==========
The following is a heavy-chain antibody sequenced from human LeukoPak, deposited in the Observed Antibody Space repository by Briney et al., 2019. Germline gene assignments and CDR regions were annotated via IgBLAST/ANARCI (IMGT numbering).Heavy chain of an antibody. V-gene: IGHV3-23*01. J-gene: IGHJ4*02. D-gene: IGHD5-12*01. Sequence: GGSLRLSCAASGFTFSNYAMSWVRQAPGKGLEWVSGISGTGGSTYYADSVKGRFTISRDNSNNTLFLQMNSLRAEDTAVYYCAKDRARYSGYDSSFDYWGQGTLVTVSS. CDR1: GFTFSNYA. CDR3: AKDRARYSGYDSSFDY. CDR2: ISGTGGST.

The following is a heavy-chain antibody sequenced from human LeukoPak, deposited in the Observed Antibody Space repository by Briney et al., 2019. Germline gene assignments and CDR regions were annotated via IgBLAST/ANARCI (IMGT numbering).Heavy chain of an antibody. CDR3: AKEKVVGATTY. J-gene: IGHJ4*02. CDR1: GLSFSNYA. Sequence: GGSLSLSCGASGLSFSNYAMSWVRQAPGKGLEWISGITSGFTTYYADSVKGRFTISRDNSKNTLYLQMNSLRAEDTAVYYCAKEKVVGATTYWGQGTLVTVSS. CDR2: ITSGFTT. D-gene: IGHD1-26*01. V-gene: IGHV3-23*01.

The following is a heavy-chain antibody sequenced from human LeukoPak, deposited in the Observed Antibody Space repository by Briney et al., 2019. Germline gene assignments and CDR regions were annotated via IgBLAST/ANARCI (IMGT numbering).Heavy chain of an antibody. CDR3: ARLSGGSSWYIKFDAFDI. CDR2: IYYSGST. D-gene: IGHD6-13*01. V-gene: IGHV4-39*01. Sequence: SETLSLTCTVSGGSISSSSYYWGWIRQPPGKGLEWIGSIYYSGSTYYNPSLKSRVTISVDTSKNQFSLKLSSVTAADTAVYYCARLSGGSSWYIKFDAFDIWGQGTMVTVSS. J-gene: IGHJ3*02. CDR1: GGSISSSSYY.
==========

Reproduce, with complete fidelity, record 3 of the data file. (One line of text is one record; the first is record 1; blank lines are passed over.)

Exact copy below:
The following is a heavy-chain antibody sequenced from human LeukoPak, deposited in the Observed Antibody Space repository by Briney et al., 2019. Germline gene assignments and CDR regions were annotated via IgBLAST/ANARCI (IMGT numbering).Heavy chain of an antibody. CDR3: ARLSGGSSWYIKFDAFDI. CDR2: IYYSGST. D-gene: IGHD6-13*01. V-gene: IGHV4-39*01. Sequence: SETLSLTCTVSGGSISSSSYYWGWIRQPPGKGLEWIGSIYYSGSTYYNPSLKSRVTISVDTSKNQFSLKLSSVTAADTAVYYCARLSGGSSWYIKFDAFDIWGQGTMVTVSS. J-gene: IGHJ3*02. CDR1: GGSISSSSYY.